Theories of Origin
A popular theory is that Ned
was inspired by armour worn by bandits in a favorite novel from his childhood,
the classic story 'Lorna Doone' by R.D.Blackmore. Another source of inspiration
is thought to be the inclusion of Chinese 'armour' in a carnival procession
through the streets of Beechworth during 1873, where it could have been
seen by a number of people associated with the Kelly's, including Joe
Byrne, (who had a close relationship with the Chinese in Beechworth).
It has been noted that the design of the Kelly armour has similarities
with Chinese armour.
Number of sets of Armour
There has been some dispute
about the number of suits of armour that were made and/or worn by the
gang, particularly the number of helmets. For example, J.J.Kenneally ('The
Inner History of the Kelly Gang') theorized that only Ned's helmet was
genuine and the police had made up the other 3 helmets in the weeks after
the siege. However this theory has little credibility. Eyewitness accounts
and evidence collected at the time of the siege indicates that there were
in fact 4 suits - complete with 4 helmets - used by the gang at Glenrowan.
Note: For some time it has been rumored that more suits had also
been made for Kelly sympathizers, but not used. Although possible this
claim has never been verified.
Results from the ANSTO
scientific tests on Joe's armour
A professional blacksmith
uses a charcoal fire and bellows to heat the steel to yellow hot, that
is over 1000 degrees celcius, before being moulded. Whereas a normal bush
fire has a much lower temperature and would only be able to get the metal
to 'cherry red' or 750 degrees, at this temperature it's a lot harder
to shape. Yet the tests performed by ANSTO indicated that the plough shares
were indeed only heated in the low temperatures expected of a bush forge.
- The helmet was tested in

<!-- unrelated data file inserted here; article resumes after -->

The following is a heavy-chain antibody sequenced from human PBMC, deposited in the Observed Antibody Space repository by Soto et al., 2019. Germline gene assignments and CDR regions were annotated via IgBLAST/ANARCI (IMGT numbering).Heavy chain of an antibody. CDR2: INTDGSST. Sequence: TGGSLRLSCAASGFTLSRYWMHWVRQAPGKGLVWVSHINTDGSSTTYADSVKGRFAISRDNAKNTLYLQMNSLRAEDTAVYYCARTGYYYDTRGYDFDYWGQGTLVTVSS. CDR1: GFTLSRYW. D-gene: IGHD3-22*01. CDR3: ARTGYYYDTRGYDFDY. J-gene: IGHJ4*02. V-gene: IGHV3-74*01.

the nuclear reactor. To understand the internal structure of the metal
the helmet was blasted with neutrons. These did not damage the armour
in any way, but gave vital clues as to its composition. Neutron diffraction:
this process provides information on how the atoms are deformed in the
crystal lattice of the armour as a result of heat treatment or being
worked with a hammer or something similar. This
test confirmed that it's made of the same type of steel that would have
been available in the 1880's.
- The X-Ray department tested
one of the side plates in order to determine what temperature the armour
reached, if any of the trace elements were changed, and what the starting
material was. X-ray fluorescence: x-rays from radioactive sources were
used to generate characteristic radiation from elements within the armour,
confirming the alloy content of the steel. Lead detected at some
places indicated where bullets had ricocheted off the armour.
X-ray diffraction: this process is similar to neutron diffraction. The
x-rays interact with the crystal structure near the surface, whereas
neutrons examine the bulk of the material.
These tests indicated that significantly it had
only been heated until it was 'cherry red'.
The back and breast plates were tested using metallography, to get information
about the carbides that indicates the actual temperature the plates had
been to. Metallography can find out exactly what temperature the metal
was heated to by looking at the individual metal crystals. To do this
a small part of the surface of the plates had to be ground down and etched
with acid to reveal the individual metal crystals, then looked at under
areas of the armour that had been scuffed bare while on display were polished
without mechanical deformation, the area etched in acid and the revealed
metal structure (which proved to be steel) was replicated with cellulose
There was a great variety of results, differentiating the original areas
of the metal and those that had been changed when they fabricated them
into a suit of armour.
The heating of the metal was "very patchy". In some places it
hasn't been heated enough, and bent cold, and in other spots it's been
subjected to extended periods in a heat source of about 750 degrees.
Published June 10, 2004
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